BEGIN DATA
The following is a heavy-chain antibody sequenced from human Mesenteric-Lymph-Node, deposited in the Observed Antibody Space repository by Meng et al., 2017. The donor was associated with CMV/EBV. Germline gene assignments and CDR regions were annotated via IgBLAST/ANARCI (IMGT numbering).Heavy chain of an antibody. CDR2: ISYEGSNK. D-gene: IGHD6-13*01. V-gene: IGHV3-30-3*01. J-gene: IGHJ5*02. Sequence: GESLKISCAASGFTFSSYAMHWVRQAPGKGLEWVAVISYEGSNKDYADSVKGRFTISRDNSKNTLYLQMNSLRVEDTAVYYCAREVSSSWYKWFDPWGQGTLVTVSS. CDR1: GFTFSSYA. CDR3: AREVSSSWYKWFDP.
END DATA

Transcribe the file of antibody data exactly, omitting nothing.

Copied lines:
The following is a heavy-chain antibody sequenced from human Mesenteric-Lymph-Node, deposited in the Observed Antibody Space repository by Meng et al., 2017. The donor was associated with CMV/EBV. Germline gene assignments and CDR regions were annotated via IgBLAST/ANARCI (IMGT numbering).Heavy chain of an antibody. CDR2: ISYEGSNK. D-gene: IGHD6-13*01. V-gene: IGHV3-30-3*01. J-gene: IGHJ5*02. Sequence: GESLKISCAASGFTFSSYAMHWVRQAPGKGLEWVAVISYEGSNKDYADSVKGRFTISRDNSKNTLYLQMNSLRVEDTAVYYCAREVSSSWYKWFDPWGQGTLVTVSS. CDR1: GFTFSSYA. CDR3: AREVSSSWYKWFDP.